Implementing a new pricing strategy takes work. That’s probably why many distributors avoid the project altogether. Worse, executives might invest big money in a pricing tool only to cut back on (or omit completely) supportive change management initiatives that ensure organizational endorsement. Scott Sinning, CEO of Pricing For Distributors, has parlayed his corporate success into an entrepreneurial career designing custom pricing objectives to help wholesale distributors increase profitability. Jason and Scott met to discuss the philosophy behind creating tailored pricing advice and ensuring staff buy-in.
My goal as an advisor for distributors who want to improve their pricing is to take the practical lessons learned–the bumps, bruises, and everything else that comes with that–
to help others figure out pricing, [get them] to the next level, and have someone in their corner that has been there, done that. As former VP of pricing strategy at Graybar, Scott certainly has experience to spare. He was ins trumental in leading the first major pricing investment plan in the electrical supply giant’s history, and finding solutions to the inevitable interactivity challenges. We had a large sales force who historically had 100% ability to discount price, he recalls. As you move away from that to providing system guidance, there’s a natural resistance.
What Scott learned about managing resistance and promoting company-wide acceptance can be summed up in one word: trust. That’s especially true when the strategy impacts bottom lines on both sides of the sale. It frustrates him when he encounters distributors that short their customer-facing teams by failing to provide considerate roadmaps to boost their success. Pricing For Distributors isn’t a pricing platform. Instead, Scott and his team meet companies where they are in their software implementation plan. Ideally, that’s before the tech is purchased. But consultative support is available at any time in the process. Scott translates analysis of a distributor’s people, processes, technology, and roll-out strategy into an integrative plan for sustainable improvement.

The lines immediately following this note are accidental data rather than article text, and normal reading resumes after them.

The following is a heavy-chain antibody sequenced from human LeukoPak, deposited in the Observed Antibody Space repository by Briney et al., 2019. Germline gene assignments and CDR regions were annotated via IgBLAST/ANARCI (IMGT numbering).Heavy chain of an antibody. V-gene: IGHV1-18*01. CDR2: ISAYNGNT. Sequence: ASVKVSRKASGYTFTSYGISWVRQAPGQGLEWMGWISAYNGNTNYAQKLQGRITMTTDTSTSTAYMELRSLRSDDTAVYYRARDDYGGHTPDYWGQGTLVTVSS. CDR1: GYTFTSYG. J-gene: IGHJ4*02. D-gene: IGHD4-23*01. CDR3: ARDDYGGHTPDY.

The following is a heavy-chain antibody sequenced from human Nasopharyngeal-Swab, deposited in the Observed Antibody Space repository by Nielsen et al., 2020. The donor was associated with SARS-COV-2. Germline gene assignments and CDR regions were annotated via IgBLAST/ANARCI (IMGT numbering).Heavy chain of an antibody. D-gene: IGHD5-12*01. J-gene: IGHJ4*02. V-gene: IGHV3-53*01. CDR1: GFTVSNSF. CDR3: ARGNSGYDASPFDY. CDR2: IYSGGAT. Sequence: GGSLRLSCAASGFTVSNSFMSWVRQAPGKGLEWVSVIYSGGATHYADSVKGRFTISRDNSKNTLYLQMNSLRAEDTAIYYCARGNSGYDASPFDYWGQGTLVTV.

Technology is the easy part because these [software] providers are good at what they do, Scott says. Pricing For Distributors merges platform and people to drive profitable growth. It’s about helping get people on the bus to go along for the ride.
The biggest selling point is that, for distributors, it’s a long-term repeat business so pricing has to be fair, has to be win-win, and it has to engender trust with your customers.
There’s no excuse not to use a tool that now exists to XXXX. No human being can memorize a hundred thousand prices, obviously.
The key for distributors to think about is that dropping in a new technology tool or software package doesn’t solve the problem.
We gotta meet the clients where they stand. But in the best case scenario, it’s doing that assessment that would then lead into a roadmap that shows a timeline and milestones and accountabilities along the way.
I’ve observed that distributors hope to try to skinny-buy on the change management becausewriting the check for the software or the monthly subscription, it’s not an inexpensive investment.
I think sometimes people say, ‘well geez, that costs a lot, we’re out of budget for dedicating resources, or really focusing on change management and doing that sort of work.’ And that’s a mistake.
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Distribution Talk is produced by The Distribution Team, a consulting services firm dedicated to helping wholesale distribution clients remove barriers to profitability, generate wealth and achieve personal goals.
This episode was edited & mixed by The Creative Impostor Studios.
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